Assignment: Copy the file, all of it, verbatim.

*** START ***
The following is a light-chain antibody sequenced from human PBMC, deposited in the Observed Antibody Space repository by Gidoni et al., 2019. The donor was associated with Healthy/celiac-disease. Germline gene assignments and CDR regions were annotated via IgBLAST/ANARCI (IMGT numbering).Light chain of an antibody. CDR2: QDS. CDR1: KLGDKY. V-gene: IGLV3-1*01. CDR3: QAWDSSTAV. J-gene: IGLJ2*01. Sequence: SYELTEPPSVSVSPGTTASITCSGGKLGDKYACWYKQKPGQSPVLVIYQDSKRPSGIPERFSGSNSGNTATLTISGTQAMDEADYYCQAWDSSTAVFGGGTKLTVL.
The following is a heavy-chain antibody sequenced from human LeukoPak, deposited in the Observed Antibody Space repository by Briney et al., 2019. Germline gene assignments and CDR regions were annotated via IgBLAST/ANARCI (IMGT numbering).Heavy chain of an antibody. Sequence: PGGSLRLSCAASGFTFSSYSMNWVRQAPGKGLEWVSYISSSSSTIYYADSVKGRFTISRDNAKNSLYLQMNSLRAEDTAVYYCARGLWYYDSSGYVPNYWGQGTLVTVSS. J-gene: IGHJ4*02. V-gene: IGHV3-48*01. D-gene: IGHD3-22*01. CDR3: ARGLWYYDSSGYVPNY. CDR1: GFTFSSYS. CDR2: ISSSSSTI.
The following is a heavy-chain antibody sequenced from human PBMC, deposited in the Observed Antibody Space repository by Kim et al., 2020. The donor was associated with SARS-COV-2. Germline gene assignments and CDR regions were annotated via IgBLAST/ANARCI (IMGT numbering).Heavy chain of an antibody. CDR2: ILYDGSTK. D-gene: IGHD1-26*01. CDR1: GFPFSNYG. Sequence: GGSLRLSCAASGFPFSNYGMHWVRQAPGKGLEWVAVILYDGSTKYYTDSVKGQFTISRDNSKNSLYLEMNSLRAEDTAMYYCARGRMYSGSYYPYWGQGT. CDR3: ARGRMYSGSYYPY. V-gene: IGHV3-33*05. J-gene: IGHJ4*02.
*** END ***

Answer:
The following is a light-chain antibody sequenced from human PBMC, deposited in the Observed Antibody Space repository by Gidoni et al., 2019. The donor was associated with Healthy/celiac-disease. Germline gene assignments and CDR regions were annotated via IgBLAST/ANARCI (IMGT numbering).Light chain of an antibody. CDR2: QDS. CDR1: KLGDKY. V-gene: IGLV3-1*01. CDR3: QAWDSSTAV. J-gene: IGLJ2*01. Sequence: SYELTEPPSVSVSPGTTASITCSGGKLGDKYACWYKQKPGQSPVLVIYQDSKRPSGIPERFSGSNSGNTATLTISGTQAMDEADYYCQAWDSSTAVFGGGTKLTVL.
The following is a heavy-chain antibody sequenced from human LeukoPak, deposited in the Observed Antibody Space repository by Briney et al., 2019. Germline gene assignments and CDR regions were annotated via IgBLAST/ANARCI (IMGT numbering).Heavy chain of an antibody. Sequence: PGGSLRLSCAASGFTFSSYSMNWVRQAPGKGLEWVSYISSSSSTIYYADSVKGRFTISRDNAKNSLYLQMNSLRAEDTAVYYCARGLWYYDSSGYVPNYWGQGTLVTVSS. J-gene: IGHJ4*02. V-gene: IGHV3-48*01. D-gene: IGHD3-22*01. CDR3: ARGLWYYDSSGYVPNY. CDR1: GFTFSSYS. CDR2: ISSSSSTI.
The following is a heavy-chain antibody sequenced from human PBMC, deposited in the Observed Antibody Space repository by Kim et al., 2020. The donor was associated with SARS-COV-2. Germline gene assignments and CDR regions were annotated via IgBLAST/ANARCI (IMGT numbering).Heavy chain of an antibody. CDR2: ILYDGSTK. D-gene: IGHD1-26*01. CDR1: GFPFSNYG. Sequence: GGSLRLSCAASGFPFSNYGMHWVRQAPGKGLEWVAVILYDGSTKYYTDSVKGQFTISRDNSKNSLYLEMNSLRAEDTAMYYCARGRMYSGSYYPYWGQGT. CDR3: ARGRMYSGSYYPY. V-gene: IGHV3-33*05. J-gene: IGHJ4*02.